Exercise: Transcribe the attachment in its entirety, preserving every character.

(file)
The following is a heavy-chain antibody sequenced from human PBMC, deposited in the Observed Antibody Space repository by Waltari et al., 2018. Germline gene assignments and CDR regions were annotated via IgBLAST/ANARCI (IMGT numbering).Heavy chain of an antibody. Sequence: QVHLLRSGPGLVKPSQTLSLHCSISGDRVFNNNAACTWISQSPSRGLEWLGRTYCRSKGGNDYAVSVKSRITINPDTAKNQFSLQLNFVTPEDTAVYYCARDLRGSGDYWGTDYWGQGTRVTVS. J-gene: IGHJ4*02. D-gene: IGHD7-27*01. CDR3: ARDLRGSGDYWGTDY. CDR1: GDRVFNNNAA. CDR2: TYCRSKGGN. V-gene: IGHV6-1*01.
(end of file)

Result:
The following is a heavy-chain antibody sequenced from human PBMC, deposited in the Observed Antibody Space repository by Waltari et al., 2018. Germline gene assignments and CDR regions were annotated via IgBLAST/ANARCI (IMGT numbering).Heavy chain of an antibody. Sequence: QVHLLRSGPGLVKPSQTLSLHCSISGDRVFNNNAACTWISQSPSRGLEWLGRTYCRSKGGNDYAVSVKSRITINPDTAKNQFSLQLNFVTPEDTAVYYCARDLRGSGDYWGTDYWGQGTRVTVS. J-gene: IGHJ4*02. D-gene: IGHD7-27*01. CDR3: ARDLRGSGDYWGTDY. CDR1: GDRVFNNNAA. CDR2: TYCRSKGGN. V-gene: IGHV6-1*01.